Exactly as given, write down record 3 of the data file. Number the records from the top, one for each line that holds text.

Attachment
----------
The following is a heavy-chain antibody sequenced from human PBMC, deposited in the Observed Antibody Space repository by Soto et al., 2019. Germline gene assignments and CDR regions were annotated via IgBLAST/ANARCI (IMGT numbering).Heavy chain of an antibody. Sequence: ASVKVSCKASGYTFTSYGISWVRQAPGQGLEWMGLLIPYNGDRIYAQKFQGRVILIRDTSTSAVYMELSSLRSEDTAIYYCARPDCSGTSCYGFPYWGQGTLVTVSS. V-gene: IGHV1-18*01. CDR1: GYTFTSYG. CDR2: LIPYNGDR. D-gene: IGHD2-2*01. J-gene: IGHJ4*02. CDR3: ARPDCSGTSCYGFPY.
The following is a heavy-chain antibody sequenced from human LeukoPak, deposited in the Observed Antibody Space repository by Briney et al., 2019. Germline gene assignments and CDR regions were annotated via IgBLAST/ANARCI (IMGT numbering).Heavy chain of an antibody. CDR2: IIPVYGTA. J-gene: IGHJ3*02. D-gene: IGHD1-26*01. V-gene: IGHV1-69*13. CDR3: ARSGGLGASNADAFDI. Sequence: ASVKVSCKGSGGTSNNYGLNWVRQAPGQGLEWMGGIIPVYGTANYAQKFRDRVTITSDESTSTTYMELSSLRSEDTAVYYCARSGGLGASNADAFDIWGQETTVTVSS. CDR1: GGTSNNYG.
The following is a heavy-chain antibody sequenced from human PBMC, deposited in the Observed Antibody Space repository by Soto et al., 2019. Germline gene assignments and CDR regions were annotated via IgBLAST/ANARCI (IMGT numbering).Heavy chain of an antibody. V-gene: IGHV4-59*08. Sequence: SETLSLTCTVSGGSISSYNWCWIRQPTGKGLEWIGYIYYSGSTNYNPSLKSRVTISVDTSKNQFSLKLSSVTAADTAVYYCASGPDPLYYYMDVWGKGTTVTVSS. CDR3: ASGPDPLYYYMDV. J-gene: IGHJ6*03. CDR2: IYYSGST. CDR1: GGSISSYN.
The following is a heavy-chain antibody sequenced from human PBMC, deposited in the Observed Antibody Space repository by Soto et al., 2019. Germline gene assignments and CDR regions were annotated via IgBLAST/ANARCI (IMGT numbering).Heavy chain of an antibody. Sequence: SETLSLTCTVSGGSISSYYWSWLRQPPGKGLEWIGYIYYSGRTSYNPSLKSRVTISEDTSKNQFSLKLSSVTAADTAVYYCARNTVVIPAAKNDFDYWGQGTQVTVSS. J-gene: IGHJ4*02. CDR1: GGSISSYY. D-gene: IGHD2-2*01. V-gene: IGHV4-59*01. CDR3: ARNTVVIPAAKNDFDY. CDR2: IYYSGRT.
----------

The following is a heavy-chain antibody sequenced from human PBMC, deposited in the Observed Antibody Space repository by Soto et al., 2019. Germline gene assignments and CDR regions were annotated via IgBLAST/ANARCI (IMGT numbering).Heavy chain of an antibody. V-gene: IGHV4-59*08. Sequence: SETLSLTCTVSGGSISSYNWCWIRQPTGKGLEWIGYIYYSGSTNYNPSLKSRVTISVDTSKNQFSLKLSSVTAADTAVYYCASGPDPLYYYMDVWGKGTTVTVSS. CDR3: ASGPDPLYYYMDV. J-gene: IGHJ6*03. CDR2: IYYSGST. CDR1: GGSISSYN.